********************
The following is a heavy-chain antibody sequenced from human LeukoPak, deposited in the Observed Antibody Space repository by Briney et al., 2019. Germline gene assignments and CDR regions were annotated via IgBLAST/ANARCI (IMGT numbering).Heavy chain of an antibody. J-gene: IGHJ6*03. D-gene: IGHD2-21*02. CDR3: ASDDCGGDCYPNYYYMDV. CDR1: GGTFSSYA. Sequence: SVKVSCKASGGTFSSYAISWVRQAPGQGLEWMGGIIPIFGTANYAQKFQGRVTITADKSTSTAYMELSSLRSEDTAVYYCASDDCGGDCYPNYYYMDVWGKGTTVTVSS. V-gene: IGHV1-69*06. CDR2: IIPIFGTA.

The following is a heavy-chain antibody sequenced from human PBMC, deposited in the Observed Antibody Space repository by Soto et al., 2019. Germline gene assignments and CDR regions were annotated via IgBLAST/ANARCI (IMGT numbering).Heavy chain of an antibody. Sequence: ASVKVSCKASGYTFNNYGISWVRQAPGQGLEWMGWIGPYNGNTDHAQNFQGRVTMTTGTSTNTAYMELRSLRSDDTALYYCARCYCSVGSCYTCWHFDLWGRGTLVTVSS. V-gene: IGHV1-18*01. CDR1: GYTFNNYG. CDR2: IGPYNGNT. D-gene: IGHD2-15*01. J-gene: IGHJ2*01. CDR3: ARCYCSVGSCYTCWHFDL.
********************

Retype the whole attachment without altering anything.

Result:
The following is a heavy-chain antibody sequenced from human LeukoPak, deposited in the Observed Antibody Space repository by Briney et al., 2019. Germline gene assignments and CDR regions were annotated via IgBLAST/ANARCI (IMGT numbering).Heavy chain of an antibody. J-gene: IGHJ6*03. D-gene: IGHD2-21*02. CDR3: ASDDCGGDCYPNYYYMDV. CDR1: GGTFSSYA. Sequence: SVKVSCKASGGTFSSYAISWVRQAPGQGLEWMGGIIPIFGTANYAQKFQGRVTITADKSTSTAYMELSSLRSEDTAVYYCASDDCGGDCYPNYYYMDVWGKGTTVTVSS. V-gene: IGHV1-69*06. CDR2: IIPIFGTA.

The following is a heavy-chain antibody sequenced from human PBMC, deposited in the Observed Antibody Space repository by Soto et al., 2019. Germline gene assignments and CDR regions were annotated via IgBLAST/ANARCI (IMGT numbering).Heavy chain of an antibody. Sequence: ASVKVSCKASGYTFNNYGISWVRQAPGQGLEWMGWIGPYNGNTDHAQNFQGRVTMTTGTSTNTAYMELRSLRSDDTALYYCARCYCSVGSCYTCWHFDLWGRGTLVTVSS. V-gene: IGHV1-18*01. CDR1: GYTFNNYG. CDR2: IGPYNGNT. D-gene: IGHD2-15*01. J-gene: IGHJ2*01. CDR3: ARCYCSVGSCYTCWHFDL.